When dealing with an unconscious unresponsive patient you will want to follow the ABCs of CPR and First Aid

Someone who is unconscious is not sleeping. Rather, an unconscious person is hard to rouse or can't be made aware of his or her surroundings. Unconsciousness is caused by illness, injury or emotional shock.

Signs and Symptoms
There are many levels of unconsciousness. Some are more serious than others. Levels include unconscious episodes that are:
  • Brief - Examples are fainting or blacking out.
  • Longer - The victim is incoherent when roused.
  • Prolonged - A person in a coma, for example, can be motionless and not at all aware of his or her surroundings for a very long time.

Causes of Unconsciousness
  • Head Injury
  • Skull Fracture
  • Asphyxia
  • Fainting
  • Concussion
  • Compression
  • Extremes of Body Temperature
  • Cardiac Arrest
  • Blood Loss
  • Cerebrovascular Accident
  • Epileptic Fits
  • Infantile Convulsions
  • Hysteria
  • Hypoglycaemia
  • Hyperglycaemia
  • Drug Overdose
  • Hypothermia
  • Poisonous Substances and Fumes

Management of The Unconscious Patient
An unconscious patient is unable to give an account of what has happened to them. Try and gain as much history from those at the scene and from any injuries sustained as to what may of happened.

Primary Survey
  • Danger - Looking for Dangers to yourself and Casualty
  • Response - Checking Response (AVPU). Use the Glasgow Coma Scale to ascertain level of consciousness
  • Airway - Examining the Airway for obstruction and Cervical Spine Control in the event of any possible trauma
  • Breathing - Look, Listen and Feel for adequate respiratory effort. Supplement with O2 to correct hypoxia if saturations are below 95%
  • Circulation - Checking the Circulation. If a carotid pulse is not palpable then resuscitation should be commenced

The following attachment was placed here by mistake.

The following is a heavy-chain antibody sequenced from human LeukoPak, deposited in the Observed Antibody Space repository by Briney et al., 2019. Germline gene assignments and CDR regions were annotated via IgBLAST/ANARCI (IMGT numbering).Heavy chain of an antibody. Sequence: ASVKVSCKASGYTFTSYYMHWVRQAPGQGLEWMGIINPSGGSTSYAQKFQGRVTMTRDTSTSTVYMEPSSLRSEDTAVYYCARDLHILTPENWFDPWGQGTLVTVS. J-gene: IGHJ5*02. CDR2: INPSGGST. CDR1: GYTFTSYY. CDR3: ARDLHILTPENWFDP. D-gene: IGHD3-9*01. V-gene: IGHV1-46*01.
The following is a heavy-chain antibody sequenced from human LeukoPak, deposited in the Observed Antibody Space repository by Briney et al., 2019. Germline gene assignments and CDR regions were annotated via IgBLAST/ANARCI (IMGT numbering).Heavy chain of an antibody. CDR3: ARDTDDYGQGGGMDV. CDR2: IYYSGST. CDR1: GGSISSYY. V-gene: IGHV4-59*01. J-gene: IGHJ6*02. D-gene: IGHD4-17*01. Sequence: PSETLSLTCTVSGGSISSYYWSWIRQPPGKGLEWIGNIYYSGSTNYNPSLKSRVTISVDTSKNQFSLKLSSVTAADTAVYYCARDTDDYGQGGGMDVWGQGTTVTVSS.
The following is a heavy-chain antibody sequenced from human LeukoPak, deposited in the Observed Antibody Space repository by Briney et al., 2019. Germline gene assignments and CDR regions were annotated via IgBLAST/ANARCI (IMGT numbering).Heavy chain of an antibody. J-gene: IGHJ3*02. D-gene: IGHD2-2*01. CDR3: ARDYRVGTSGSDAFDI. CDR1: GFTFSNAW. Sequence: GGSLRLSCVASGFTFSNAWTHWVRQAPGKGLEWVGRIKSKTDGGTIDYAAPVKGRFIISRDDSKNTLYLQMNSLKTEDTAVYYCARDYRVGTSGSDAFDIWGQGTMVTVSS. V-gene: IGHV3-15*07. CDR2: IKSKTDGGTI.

• Rectify any problems encountered in your primary survey before moving onto your secondary survey
Secondary Survey
Head, check:
  1. Skull for irregularity or scalp wounds
  2. Ears (blood or CSF)
  3. Eyes for pupil size and reaction (PEARL)
  4. Lips for color (cyanosed)
  5. Jaw for displacement
  6. Mouth for loose or missing teeth or bitten tongue (Epilepsy)
  7. Skin color, texture and temperature (Flushed, Dry and Hot) etc
Thorax, check:
  1. Clavicles for bruising and possible fractures
  2. Sternum
  3. Ribs - fractures and abnormal breathing
Abdomen, check:
  1. Rigidity and guarding
  2. Pulsating masses
  3. Bruising
  4. Pelvis fractures or abnormal movement
  5. Groin for dampness
Limbs, check:
  1. Irregularity, deformity and fractures (compare limbs with each other)
  2. Flexion and extension without aggravating any injury
  3. Signs of drug abuse (Needle marks)
  4. Identity bracelets
  5. Capillary refill and distal pulses
Back, check:
  1. Scapulae for fractures
  2. Spine for irregularities
  1. If not done so already look for any form of identity, cards or bracelets

Before moving onto each section on the secondary survey check the patients ABC's
Collate as much information as possible about the patient
  1. Signs & Symptoms
  2. Allergies
  3. Medication
  4. Past pertinent medical history (Epilepsy, Diabetes)
  5. Last meal
  6. Events leading up to the illness or injury- What has happened?

Vital Signs - Monitor
  • Respiratory Rate
  • Pulse Rate
  • Blood Glucose Levels (Correct hypoglycaemia with Glucagon/Hypostop if required)
  • Oxygen Saturation (SP02)
  • Temperature
Treat any obvious injuries e.g. bleeding, fractures (support and immobilize)
Continue to Observe:
  • Airway
  • Respirations
  • Circulation
  • Bleeding

Note: Even though the patient may appear unresponsive it doesn't mean they can't hear you. Keep talking to the patient as hearing is the last sense lost.

Unconscious patients

In the unconscious patient, after the airway is opened the next area to assess is the patient's breathing,[15] primarily to find if the patient is making normal respiratory efforts. Normal breathing rates are between 12 and 30 breaths per minute,[18] and if a patient is breathing below the minimum rate, then in current ILCOR basic life support protocols, CPR should be considered, although professional rescuers may have their own protocols to follow, such as artificial respiration.
Rescuers are often warned against mistaking agonal breathing, which is a series of noisy gasps occurring in around 40% of cardiac arrest victims, for normal breathing.[15]
If a patient is breathing, then the rescuer will continue with the treatment indicated for an unconscious but breathing patient, which may include interventions such as the recovery position and summoning an ambulance.[19]

artificial respiration
agonal breathing
recovery position

Wikipedia - ABCs